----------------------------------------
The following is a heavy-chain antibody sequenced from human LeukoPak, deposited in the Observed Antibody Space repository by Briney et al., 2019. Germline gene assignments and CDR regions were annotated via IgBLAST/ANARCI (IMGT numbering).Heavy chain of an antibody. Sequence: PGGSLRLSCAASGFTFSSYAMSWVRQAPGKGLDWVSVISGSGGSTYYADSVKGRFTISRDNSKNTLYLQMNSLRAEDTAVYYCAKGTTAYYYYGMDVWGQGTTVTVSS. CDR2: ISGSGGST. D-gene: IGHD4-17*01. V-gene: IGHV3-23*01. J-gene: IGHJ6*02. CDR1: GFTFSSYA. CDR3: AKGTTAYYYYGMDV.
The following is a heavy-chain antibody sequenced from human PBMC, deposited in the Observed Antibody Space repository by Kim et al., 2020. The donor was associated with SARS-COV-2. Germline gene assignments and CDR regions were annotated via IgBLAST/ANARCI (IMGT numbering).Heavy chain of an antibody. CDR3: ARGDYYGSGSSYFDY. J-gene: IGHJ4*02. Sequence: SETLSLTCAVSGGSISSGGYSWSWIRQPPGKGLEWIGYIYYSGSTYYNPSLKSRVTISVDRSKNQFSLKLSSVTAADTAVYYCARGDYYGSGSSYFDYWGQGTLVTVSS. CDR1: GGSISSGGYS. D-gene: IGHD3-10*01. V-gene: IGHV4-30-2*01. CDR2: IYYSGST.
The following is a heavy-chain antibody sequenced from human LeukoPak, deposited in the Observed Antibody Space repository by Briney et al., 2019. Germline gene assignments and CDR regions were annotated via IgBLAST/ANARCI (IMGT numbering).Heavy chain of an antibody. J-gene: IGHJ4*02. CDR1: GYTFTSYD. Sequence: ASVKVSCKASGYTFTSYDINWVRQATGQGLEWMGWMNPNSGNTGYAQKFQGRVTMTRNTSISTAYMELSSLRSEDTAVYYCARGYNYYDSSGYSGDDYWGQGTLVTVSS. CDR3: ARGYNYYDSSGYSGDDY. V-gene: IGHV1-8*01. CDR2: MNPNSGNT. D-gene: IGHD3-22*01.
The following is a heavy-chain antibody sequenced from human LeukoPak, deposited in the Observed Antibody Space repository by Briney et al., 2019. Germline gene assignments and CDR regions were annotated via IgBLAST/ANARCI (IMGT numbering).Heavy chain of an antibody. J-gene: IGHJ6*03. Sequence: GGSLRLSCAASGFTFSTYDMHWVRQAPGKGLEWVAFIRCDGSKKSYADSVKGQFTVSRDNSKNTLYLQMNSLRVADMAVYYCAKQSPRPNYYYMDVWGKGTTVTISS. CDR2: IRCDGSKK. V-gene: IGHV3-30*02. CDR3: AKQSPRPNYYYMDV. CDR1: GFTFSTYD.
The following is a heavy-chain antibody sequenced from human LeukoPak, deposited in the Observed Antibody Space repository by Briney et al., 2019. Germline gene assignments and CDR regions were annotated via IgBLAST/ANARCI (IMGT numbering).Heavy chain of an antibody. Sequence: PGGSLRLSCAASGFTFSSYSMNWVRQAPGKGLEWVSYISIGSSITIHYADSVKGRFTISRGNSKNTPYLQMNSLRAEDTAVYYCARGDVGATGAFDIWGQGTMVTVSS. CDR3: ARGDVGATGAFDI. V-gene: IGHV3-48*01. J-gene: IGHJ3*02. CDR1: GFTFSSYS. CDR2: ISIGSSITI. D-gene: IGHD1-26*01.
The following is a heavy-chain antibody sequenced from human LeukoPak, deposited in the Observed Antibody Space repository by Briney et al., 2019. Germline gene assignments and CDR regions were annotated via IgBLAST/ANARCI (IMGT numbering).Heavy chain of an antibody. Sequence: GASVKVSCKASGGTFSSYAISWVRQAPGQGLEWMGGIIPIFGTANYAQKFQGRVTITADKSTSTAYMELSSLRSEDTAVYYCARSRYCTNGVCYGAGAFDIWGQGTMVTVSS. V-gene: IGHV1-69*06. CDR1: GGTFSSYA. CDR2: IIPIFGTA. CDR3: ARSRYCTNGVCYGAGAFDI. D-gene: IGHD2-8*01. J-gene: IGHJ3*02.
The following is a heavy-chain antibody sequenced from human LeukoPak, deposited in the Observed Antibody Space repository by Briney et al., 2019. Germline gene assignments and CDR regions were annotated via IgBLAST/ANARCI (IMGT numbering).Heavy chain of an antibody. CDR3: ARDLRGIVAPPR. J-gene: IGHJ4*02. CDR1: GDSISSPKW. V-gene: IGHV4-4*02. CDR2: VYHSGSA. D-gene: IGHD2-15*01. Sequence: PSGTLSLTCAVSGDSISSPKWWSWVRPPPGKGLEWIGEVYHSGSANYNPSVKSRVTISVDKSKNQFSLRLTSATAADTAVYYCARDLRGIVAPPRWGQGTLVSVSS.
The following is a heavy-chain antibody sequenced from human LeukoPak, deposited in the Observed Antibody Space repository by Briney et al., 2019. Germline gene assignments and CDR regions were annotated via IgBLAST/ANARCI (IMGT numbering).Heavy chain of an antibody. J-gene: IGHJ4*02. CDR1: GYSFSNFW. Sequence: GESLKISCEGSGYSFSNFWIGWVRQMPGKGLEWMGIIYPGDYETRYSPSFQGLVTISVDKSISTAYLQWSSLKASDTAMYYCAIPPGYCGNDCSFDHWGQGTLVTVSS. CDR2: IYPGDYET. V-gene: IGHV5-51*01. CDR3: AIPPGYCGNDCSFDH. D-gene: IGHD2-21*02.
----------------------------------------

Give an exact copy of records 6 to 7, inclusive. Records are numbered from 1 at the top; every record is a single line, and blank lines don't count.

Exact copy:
The following is a heavy-chain antibody sequenced from human LeukoPak, deposited in the Observed Antibody Space repository by Briney et al., 2019. Germline gene assignments and CDR regions were annotated via IgBLAST/ANARCI (IMGT numbering).Heavy chain of an antibody. Sequence: GASVKVSCKASGGTFSSYAISWVRQAPGQGLEWMGGIIPIFGTANYAQKFQGRVTITADKSTSTAYMELSSLRSEDTAVYYCARSRYCTNGVCYGAGAFDIWGQGTMVTVSS. V-gene: IGHV1-69*06. CDR1: GGTFSSYA. CDR2: IIPIFGTA. CDR3: ARSRYCTNGVCYGAGAFDI. D-gene: IGHD2-8*01. J-gene: IGHJ3*02.
The following is a heavy-chain antibody sequenced from human LeukoPak, deposited in the Observed Antibody Space repository by Briney et al., 2019. Germline gene assignments and CDR regions were annotated via IgBLAST/ANARCI (IMGT numbering).Heavy chain of an antibody. CDR3: ARDLRGIVAPPR. J-gene: IGHJ4*02. CDR1: GDSISSPKW. V-gene: IGHV4-4*02. CDR2: VYHSGSA. D-gene: IGHD2-15*01. Sequence: PSGTLSLTCAVSGDSISSPKWWSWVRPPPGKGLEWIGEVYHSGSANYNPSVKSRVTISVDKSKNQFSLRLTSATAADTAVYYCARDLRGIVAPPRWGQGTLVSVSS.